“Our challenge is to see the seed or opportunity buried in the soil of conflict.”
Dedicated to my heart, my nephew E. Henry
Phoenix, Arizona is hot! Muy caliente! It’s so hot that afternoon school sports teams often practice in the evening, after the sun has set. Like many schools, the day begins by 8:00 a.m. and students are well engaged in the day’s activities. My last post discussed the importance of principals leading their schools via effective communication and being proactive in their interactions to avoid conflicts. But what happens after a conflict arises?
Conflict is inevitable and, in this case, a distinct middle school’s leadership team found itself in steamy temperatures. I was mad. Confused. You see, upon landing in Phoenix in late August, I found a disturbing text message from my nephew, a rising seventh grader.
It was the second day of school and he was upset, which is quite rare. He went outside to cry in the school’s parking lot because he was told he could not try out for baseball.
For some reading this blog, that may not seem like a big deal but it is for my nephew, who never gives less than his absolute best. He doesn’t understand failure. His thought patterns are swimming in growth mindset beliefs. Failure to him is an opportunity to do something again, to encounter a higher, involved representation of his talents.
My sister and her husband scheduled a meeting with Henry’s principal. I applaud them for uniting as a common force and speaking directly with leadership. Conflict is not managed in isolation but is an ongoing process. You see, Henry’s family did not receive the information that they needed to submit additional materials needed for him to qualify for tryouts.
In other words, there was a breakdown in effective communication. How was the breakdown repaired?
Results of Henry’s Family’s Meeting with the Principal:
- Students will be allowed to go directly to baseball tryouts. The school leadership team will clarify which students are going home and which are remaining in school.
- All last-period teachers must receive a roster of students who are staying for try-outs prior to the day of try-outs. The school leadership must ensure rosters are distributed in a timely manner.
- School leaders must communicate clearly with parents regarding required documentation for tryouts.
- Communication should be conveyed in different electronic and print mediums. School leaders must continue to communicate effectively with families.
Moral: Communication must unite a school’s culture
What Stands in the Way of effective School Leadership?:
It is important to celebrate principals and talk about the positive impact they have on their schools. Every school and every student deserves effective leadership, but there are barriers to this goal. Many principals feel that they have multiple, often conflicting priorities and not everything can always be done well. They have multiple constituencies—students, teachers, parents, school board members, and superintendents—and feel that they are always on call and must respond to the needs of those groups. Time is fragmented; principals speak of the intense effort needed to and time to focus on important issues when there are a myriad of administrative tasks that must be done. They feel that the leadership aspect of their job is shortchanged. What can they do differently?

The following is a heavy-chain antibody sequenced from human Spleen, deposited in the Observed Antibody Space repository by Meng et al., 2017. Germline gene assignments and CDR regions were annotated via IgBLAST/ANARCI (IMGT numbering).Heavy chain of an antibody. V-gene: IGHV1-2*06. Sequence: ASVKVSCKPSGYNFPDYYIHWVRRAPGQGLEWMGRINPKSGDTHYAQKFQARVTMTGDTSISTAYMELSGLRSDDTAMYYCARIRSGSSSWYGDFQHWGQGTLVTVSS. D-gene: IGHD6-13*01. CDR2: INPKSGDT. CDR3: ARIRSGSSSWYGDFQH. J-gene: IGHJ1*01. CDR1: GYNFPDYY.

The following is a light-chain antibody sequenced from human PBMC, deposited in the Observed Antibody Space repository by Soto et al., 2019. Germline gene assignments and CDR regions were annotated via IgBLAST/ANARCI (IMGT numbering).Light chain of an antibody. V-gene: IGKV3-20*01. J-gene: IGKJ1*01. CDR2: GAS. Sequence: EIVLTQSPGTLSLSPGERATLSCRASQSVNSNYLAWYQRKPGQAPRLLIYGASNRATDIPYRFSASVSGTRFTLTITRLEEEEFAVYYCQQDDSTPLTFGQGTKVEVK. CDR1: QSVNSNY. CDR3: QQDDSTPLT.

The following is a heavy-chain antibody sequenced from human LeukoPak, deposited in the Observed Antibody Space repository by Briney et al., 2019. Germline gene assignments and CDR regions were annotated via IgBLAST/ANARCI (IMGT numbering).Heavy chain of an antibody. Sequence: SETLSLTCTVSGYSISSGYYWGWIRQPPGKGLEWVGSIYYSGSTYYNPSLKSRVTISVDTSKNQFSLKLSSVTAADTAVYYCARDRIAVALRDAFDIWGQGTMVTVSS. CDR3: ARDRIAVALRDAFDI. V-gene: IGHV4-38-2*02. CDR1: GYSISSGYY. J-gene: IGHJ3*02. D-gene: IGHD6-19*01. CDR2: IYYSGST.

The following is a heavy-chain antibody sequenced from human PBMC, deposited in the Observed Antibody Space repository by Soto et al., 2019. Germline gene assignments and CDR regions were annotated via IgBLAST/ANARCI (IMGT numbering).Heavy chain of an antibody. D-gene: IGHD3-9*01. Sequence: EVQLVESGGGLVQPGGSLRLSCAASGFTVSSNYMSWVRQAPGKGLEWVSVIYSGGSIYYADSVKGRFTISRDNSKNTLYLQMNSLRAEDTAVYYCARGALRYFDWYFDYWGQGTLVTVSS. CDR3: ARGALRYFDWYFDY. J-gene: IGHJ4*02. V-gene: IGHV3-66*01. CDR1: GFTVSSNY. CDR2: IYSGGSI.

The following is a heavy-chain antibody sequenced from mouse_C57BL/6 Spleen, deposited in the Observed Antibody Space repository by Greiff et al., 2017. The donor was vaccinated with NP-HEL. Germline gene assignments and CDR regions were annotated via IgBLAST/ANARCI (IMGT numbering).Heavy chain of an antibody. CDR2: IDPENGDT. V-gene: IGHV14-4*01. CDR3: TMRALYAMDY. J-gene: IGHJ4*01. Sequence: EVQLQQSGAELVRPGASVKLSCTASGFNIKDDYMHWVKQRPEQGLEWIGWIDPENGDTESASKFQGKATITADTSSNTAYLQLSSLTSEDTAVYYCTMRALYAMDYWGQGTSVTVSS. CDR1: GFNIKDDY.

Universal Areas of Growth for School Principals
- Ensure the most flexible person is available to support parents.
- Follow up with information sent out to parents.
- Know the whereabouts of all students at all time.
- Have a transparent chain of command, inclusive of parent volunteers.
- Provide on-training in conflict resolution for all staff members.
- Meet parents face-to-face to de-escalate the conflict
- Acknowledge parents’ position and find similarities to establish credibility.
- Set the tone the first week of school by having an open house.
- Train parents new to your school in electronic protocols in order to facilitate their arrival to the school’s community.
- Acknowledge as leaders that this your school.
Moral: When you are a school leader, you do not have the luxury of waiting for convenient opportunities. You create such realities. Lead through conflict!
Henry confidently managed himself during the resolution of this conflict, so much so that he not only made his school’s baseball team but also the team of an independent baseball league. His role: pitcher! He is a leader. Does he serve in other roles on the team? Most certainly; after all, effective leadership supports the team. His school’s team’s coach was also his Social Studies teacher and Henry excelled in his class as well.
He is an 8th grader now. My presence in his life means that I believe in his goals. I am his Auntie. I am also an educator who believes every school and every student deserves effective leadership. My family and I will accept nothing less!